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Explained: Middle class needs relief, will government increase PPF interest rates?

Sagar Patel

By Sagar Patel

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Will the government increase the interest rates of the Small Savings Plan for the July to September quarter?

The election has taken place. The NDA government has arrived. The deputies and ministers have taken the oath. Now the common people, or rather the middle class, are waiting for a big relief. That relief is the increase in interest rates on small savings plans. After the formation of the new government, the government now faces the big task of changing the interest rates of the small savings scheme between the July and September quarters. Investors in the Public Provident Fund, the most popular scheme of small savings plans, are awaiting the rise in interest rates. The last change in PPF interest rates was for the April-June quarter of 2020. Four years have passed since then and PPF interest rates remain at 7.1 percent.

During this period, the Central Government had increased the interest rates on small savings schemes by between 0.40 per cent and 1.50 per cent. Now the biggest question is whether the government will finally make the people who invest in FPP happy this time. The Central Government has announced the opening of Public Provident Fund (PPF), Senior Citizens Savings Scheme (SCSS), National Savings Certificate (NSC), Sukanya Samriddhi Yojana (SSY), Monthly Savings Scheme Post Office (POMIS) and other savings plans for July-December quarter interest rates can be announced before June 30, 2024. Let’s try to understand, quoting experts, how much the government can increase the interest rates of these plans for the next quarter.

How is the PPF interest rate calculated?

Small Savings Schemes: The interest rates of PPF, SCSS, SSY and other schemes are linked to the market yield of 10-year government securities in the secondary market. The central government reviews interest rates on small savings plans every quarter based on the average performance of government securities over the last three months. This is based on the recommendations of Shyamala Gopinath Committee, 2011. So that interest rates on small savings schemes can be ensured to be market-linked.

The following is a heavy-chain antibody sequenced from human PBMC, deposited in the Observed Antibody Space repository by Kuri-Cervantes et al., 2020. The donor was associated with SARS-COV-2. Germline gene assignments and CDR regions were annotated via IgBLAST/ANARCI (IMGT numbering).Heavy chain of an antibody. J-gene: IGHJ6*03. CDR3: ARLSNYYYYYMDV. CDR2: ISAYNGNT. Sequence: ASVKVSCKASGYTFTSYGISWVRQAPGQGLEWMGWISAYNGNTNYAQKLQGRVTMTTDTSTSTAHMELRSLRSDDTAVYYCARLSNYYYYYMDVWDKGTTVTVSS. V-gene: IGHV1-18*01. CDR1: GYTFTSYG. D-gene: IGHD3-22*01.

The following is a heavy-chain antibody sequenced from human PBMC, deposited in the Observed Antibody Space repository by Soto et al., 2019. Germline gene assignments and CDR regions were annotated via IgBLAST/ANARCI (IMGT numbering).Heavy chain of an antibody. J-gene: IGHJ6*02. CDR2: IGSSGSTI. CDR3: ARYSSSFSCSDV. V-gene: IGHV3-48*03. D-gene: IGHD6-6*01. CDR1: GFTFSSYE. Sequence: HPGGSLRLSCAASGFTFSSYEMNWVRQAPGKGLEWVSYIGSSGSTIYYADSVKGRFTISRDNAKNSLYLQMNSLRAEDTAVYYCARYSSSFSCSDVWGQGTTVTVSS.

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What should be the PPF interest rate?

According to the formula notified by the Ministry of Finance in 2016, the PPF has a variation of 0.25 per cent over the benchmark yield. According to data from Investing.com, the yield on the benchmark 10-year bond averaged 7.02 percent from March to May 2024. According to the formula, the PPF interest rate will be 0.25 basis points higher than the yield G-Sec average 10 years from the respective maturity. Therefore, strictly following this process, the PPF rate should be set at 7.27 percent from July 2024.

Will the government increase the PPF interest rate?

Many experts believe that although there is scope for a slight increase in the PPF interest rate during the next quarter, the government can maintain the status quo. Abhishek Kumar, SEBI registered investment advisor and founder of Sahajamani.com, says in the media report that inflation is under control and the 10-year G-Sec yield is around 7 per cent, we don’t think PPF interest increases. during the review cycle, and the status quo on interest rates is expected to be maintained.

Historically, the government has not consistently followed the formula recommended by the Shyamala Gopinath Committee for fixing interest rates on PPFs or other small savings schemes. There are instances where the formula prescribed by the Gopinath Committee indicated a low interest rate, but the government chose to give a high rate to the PPF. Therefore, based solely on the formula suggesting an increase, the PPF interest rate may not necessarily be increased in the July-September quarter of 2024.

Why hasn’t the PPF interest rate increased in the last four years?

The exemption-exemption-exemption or EEE status of PPF seems to be the reason why there has been no change in its interest rates for the last 4 years. PPF is one of the few small savings plans that provides various exemptions. Investment in PPFA entitles investors to a tax exemption of up to Rs 1.5 lakh under section 80C of the Income Tax Act, 1961. Investors earn interest from a PPF account which is tax-free.

Apart from this, there is no tax on the income upon maturity of the PPF account. Therefore, if we look at the tax-free return, PPF offers the best returns among small savings plans. According to some experts, despite getting exempt status, the Central government has increased the interest rate of Sukanya Samriddhi Yojana to 8 per cent. While the AUM of PPA is higher than that of SSY.

Will SCSS, NSC and Sukanya Samriddhi interest rates increase?

Will the government change the interest rates of other small savings schemes like PPF, SCSS, NSC and SSY? In response to this, experts say that the possibility of any change in interest rates on small savings plans is negligible. In the budget to be published in July it will be clear when interest rates on small savings plans can be increased. After the budget, there may be some chances of interest rate hike in the third quarter of the financial year.

Sagar Patel

Sagar Patel

I am Sagar Patel, specializing in business news reporting. With a keen focus on economic trends, market analysis, and corporate developments,

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